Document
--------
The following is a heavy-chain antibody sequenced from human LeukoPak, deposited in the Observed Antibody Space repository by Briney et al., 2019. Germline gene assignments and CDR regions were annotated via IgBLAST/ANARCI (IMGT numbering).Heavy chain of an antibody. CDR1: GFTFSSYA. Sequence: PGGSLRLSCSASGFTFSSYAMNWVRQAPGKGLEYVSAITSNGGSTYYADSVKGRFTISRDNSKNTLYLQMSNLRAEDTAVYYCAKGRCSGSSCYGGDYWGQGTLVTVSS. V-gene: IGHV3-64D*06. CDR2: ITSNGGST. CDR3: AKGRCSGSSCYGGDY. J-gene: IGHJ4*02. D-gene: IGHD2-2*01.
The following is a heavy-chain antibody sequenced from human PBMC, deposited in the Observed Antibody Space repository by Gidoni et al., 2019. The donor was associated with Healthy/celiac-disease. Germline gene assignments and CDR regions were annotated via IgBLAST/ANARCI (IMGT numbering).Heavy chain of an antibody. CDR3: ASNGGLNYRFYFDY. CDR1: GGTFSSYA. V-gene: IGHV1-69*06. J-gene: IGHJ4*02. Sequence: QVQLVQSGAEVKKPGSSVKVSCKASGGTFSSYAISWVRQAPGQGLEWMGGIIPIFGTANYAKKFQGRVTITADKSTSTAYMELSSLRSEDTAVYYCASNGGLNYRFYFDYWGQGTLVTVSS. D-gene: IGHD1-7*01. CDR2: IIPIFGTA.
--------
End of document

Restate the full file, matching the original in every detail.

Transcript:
The following is a heavy-chain antibody sequenced from human LeukoPak, deposited in the Observed Antibody Space repository by Briney et al., 2019. Germline gene assignments and CDR regions were annotated via IgBLAST/ANARCI (IMGT numbering).Heavy chain of an antibody. CDR1: GFTFSSYA. Sequence: PGGSLRLSCSASGFTFSSYAMNWVRQAPGKGLEYVSAITSNGGSTYYADSVKGRFTISRDNSKNTLYLQMSNLRAEDTAVYYCAKGRCSGSSCYGGDYWGQGTLVTVSS. V-gene: IGHV3-64D*06. CDR2: ITSNGGST. CDR3: AKGRCSGSSCYGGDY. J-gene: IGHJ4*02. D-gene: IGHD2-2*01.
The following is a heavy-chain antibody sequenced from human PBMC, deposited in the Observed Antibody Space repository by Gidoni et al., 2019. The donor was associated with Healthy/celiac-disease. Germline gene assignments and CDR regions were annotated via IgBLAST/ANARCI (IMGT numbering).Heavy chain of an antibody. CDR3: ASNGGLNYRFYFDY. CDR1: GGTFSSYA. V-gene: IGHV1-69*06. J-gene: IGHJ4*02. Sequence: QVQLVQSGAEVKKPGSSVKVSCKASGGTFSSYAISWVRQAPGQGLEWMGGIIPIFGTANYAKKFQGRVTITADKSTSTAYMELSSLRSEDTAVYYCASNGGLNYRFYFDYWGQGTLVTVSS. D-gene: IGHD1-7*01. CDR2: IIPIFGTA.